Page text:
Theft, fraud and losses from other retail “shrink” totaled $61.7 billion in 2019, up from $50.6 billion the year before as industry security executives reported increases in the number of shoplifting, organized retail crime and employee theft incidents, according to the annual National Retail Security Survey released by the National Retail Federation.
Sure, Greek mythology begins with Zeus, Poseidon and Hades divvying up the universe in a game of dice. But they never employed risk management as a methodology to take the future into their own hands. How can security professionals best develop a risk mindset based on probability and rigor rather than intuition and emotion?
“There are only two types of companies: those that have been hacked, and those that will be.” When former FBI Director Robert Mueller spoke those words in 2012, he sounded hyperbolic. Almost a decade later, it seems prophetic.
Threat actors launched a cyberattack against the Texas Office of Court Administration, the IT provider for many Texas courts, and encrypted their computer systems with ransomware, leaving those systems useless. Cognizant, which has a large presence in Dallas-Fort Worth and is one of the world’s largest and most sophisticated providers of information technology services for other companies, was hit with ransomware with losses currently estimated between $50 million and $70 million.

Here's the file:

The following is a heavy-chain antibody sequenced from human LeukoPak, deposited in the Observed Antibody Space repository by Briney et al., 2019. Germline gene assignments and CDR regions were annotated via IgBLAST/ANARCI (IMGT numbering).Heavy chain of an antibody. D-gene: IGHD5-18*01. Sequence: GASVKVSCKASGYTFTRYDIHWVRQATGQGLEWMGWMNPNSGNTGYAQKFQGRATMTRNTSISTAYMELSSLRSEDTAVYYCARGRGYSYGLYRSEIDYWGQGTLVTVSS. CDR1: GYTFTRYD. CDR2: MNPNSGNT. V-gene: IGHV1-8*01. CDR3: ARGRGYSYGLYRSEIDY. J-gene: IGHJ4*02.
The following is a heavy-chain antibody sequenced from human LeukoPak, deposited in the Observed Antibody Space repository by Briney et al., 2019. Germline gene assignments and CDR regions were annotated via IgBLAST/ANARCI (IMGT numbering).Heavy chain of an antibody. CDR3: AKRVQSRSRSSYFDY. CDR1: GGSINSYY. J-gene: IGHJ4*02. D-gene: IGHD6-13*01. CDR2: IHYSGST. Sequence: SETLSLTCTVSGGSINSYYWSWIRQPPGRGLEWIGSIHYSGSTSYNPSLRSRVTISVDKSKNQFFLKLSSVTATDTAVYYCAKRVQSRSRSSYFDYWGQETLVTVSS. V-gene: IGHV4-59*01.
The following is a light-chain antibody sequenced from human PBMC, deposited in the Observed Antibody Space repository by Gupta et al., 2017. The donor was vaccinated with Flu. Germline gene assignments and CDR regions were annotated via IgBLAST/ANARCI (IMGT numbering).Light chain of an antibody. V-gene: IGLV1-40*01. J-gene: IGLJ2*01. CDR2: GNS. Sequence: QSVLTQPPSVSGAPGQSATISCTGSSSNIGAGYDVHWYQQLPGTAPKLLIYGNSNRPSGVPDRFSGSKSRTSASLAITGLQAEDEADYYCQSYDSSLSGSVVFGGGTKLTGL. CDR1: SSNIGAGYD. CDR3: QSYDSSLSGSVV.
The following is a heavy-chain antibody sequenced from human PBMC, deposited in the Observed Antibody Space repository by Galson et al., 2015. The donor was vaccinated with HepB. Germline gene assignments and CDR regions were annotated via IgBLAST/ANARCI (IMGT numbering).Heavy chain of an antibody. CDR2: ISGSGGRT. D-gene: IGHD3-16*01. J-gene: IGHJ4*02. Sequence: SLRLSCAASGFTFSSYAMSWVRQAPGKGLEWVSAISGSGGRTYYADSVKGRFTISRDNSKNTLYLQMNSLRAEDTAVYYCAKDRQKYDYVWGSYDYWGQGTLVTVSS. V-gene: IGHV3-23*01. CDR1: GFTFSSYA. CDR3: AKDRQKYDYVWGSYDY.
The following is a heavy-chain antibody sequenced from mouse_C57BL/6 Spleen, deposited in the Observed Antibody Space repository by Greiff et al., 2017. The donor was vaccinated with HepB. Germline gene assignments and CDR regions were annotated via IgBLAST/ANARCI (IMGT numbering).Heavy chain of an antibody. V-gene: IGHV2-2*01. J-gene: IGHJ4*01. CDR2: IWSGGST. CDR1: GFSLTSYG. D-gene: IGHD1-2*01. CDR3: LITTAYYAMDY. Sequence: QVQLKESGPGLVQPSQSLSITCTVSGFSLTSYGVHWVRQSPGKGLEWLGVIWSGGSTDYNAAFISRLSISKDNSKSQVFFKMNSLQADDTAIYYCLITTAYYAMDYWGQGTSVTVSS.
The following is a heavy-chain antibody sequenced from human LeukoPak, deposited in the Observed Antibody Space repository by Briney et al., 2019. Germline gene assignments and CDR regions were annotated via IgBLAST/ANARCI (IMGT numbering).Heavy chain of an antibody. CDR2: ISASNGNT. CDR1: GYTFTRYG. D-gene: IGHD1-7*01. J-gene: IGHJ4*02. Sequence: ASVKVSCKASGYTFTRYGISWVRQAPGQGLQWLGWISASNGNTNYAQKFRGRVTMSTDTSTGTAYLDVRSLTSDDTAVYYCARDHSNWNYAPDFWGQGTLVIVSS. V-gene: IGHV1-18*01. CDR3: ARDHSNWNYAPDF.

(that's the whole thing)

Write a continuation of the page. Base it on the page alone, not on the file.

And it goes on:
There is a trade-off between technology innovation and security. The adoption of emerging technologies like 5G will fuel the proliferation of Internet of Things (IoT) which are often built with basic security controls, creating a larger attack surface. At the same time, reliance on data means that data breaches can cause greater damage.
Mission 500 and The New Jersey Electronic Life Safety Association (NJELSA), teamed up for the second year in a row during the NJELSA Annual Symposium, held March 11-13 at Harrah’s Atlantic City for a School Backpack Building Event.
Outsourcing has become a vital part of most business strategies. Not only is it a way to save money, but it’s a simple way to take advantage of expertise you might not currently have in house. But outsourcing can also leave companies vulnerable if the third-party doesn’t have proper cybersecurity procedures.
Security awareness training is no longer a “nice-to-have” for organizations. End users have become a critical component of effective security postures. Employees must have a strong understanding of cybersecurity best practices and learn how to detect and defend against targeted attacks. This shift in priority is needed to address an ongoing trend in the larger threat landscape. Cybercriminals have moved away from complicated, time-consuming technical exploits to concentrate on end users, a large and frequently vulnerable attack surface. Small or large, nearly every attack now begins in the same way: by relentlessly targeting people through email, social networks, and/or cloud and mobile applications.
The rapid growth of extremist groups poses many challenges to enterprise security. How has social media and the Internet provided radical groups the means to spread their ideologies and what are the challenges with identifying and countering these groups?